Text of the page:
“When the energy security aspect of importing LNG from the United States or other allies is considered with the clean burning characteristics of natural gas compared to fuels such as coal, the incentives to allow use of LNG are enhanced. As a result, I believe we will continue to see the development of the LNG industry and a gradual decoupling of Russian dependence.”

In the longer term, Perryman said, necessity will require a Russian government that can better integrate with the international community in a way that allows oil and gas production to occur in an orderly manner conducive to market participation. international.

“It’s hard to see the area being sustainable indefinitely under the current constraints,” he said.

Richards said history suggests that the Russian people and their government’s oil market “could experience very significant disruption” over the next five to 10 years.

Quoting American philosopher Ralph Waldo Emerson (1803-1882), Richards said, “When you strike a king, you must kill him.

“It seems that a plot between Prigozhin and two top Russian generals came to light weeks before he was set to be executed and their short-lived mutiny left the country’s president not just in power but looking for retaliation,” he said. “Leadership changes in Russia have historically included significant bloodshed and many analysts believe that powerful oligarchs and other sharks in Russia are smelling blood in the water and quietly surrounding a leader who seems more vulnerable than most. thought so.

“Only time will tell the impact of this uncertainty on global oil and gas markets, but be prepared for a bumpy ride.”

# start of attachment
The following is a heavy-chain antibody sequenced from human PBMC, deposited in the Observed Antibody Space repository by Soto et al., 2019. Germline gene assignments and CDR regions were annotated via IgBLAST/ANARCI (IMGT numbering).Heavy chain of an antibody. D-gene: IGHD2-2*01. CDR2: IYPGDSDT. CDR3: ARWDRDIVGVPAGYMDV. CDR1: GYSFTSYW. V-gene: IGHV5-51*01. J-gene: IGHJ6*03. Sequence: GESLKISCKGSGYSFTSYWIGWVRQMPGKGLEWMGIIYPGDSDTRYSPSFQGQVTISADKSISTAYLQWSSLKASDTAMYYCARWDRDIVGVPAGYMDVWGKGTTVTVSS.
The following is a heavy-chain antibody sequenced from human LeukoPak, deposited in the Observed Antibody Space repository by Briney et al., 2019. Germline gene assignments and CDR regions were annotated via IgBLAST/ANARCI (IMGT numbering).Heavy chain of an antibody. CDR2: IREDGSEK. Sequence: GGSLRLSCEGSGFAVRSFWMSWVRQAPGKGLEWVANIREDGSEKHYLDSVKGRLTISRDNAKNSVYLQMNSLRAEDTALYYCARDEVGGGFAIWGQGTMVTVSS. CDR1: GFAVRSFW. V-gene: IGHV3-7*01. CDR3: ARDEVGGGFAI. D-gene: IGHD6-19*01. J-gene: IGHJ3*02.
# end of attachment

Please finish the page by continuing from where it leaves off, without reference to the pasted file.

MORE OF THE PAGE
Richards said he was happy that European markets that relied so heavily on Russian natural gas a decade ago have managed to convert to US LNG and other sources.

“As an example, Germany completed a massive floating LNG regasification terminal last year in a record 10 months,” he said. “The U.S. market has invested billions in gas pipelines and LNG infrastructure over the past decade, from new LNG plants along the Gulf Coast to deepening the channel at Corpus Christi to accommodate the massive supertankers of Hull LNG.

“By supercooling natural gas into LNG, you reduce its volume by 600 times, allowing it to be transported by ship, rail or truck. Import terminals like the new one in Germany are designed to regasify LNG in gaseous form so that it can be fed into existing pipeline infrastructure for distribution.

“The greatest impact of the decline in exports and use of Russian natural gas can be seen in the production of synthetic fertilizers made from the ammonia and urea extracted from natural gas, which now feed nearly 50% of the world’s population. These fertilizers are especially crucial in drought-prone areas across Africa and the Middle East where disruptions could cause more instability.”

Richards said Russia’s main economic driver has always been its crude oil sales and if there is a power struggle, the top players will fight for control.

“Even with the sanctioned discount on Russian oil, the sums are huge and many production fields are very remote,” he said. “We could see the Russian government directly take control of these companies to deal with this threat or see the oligarchs play a real power game. Either scenario could mean more uncertainty for global oil prices. oil.”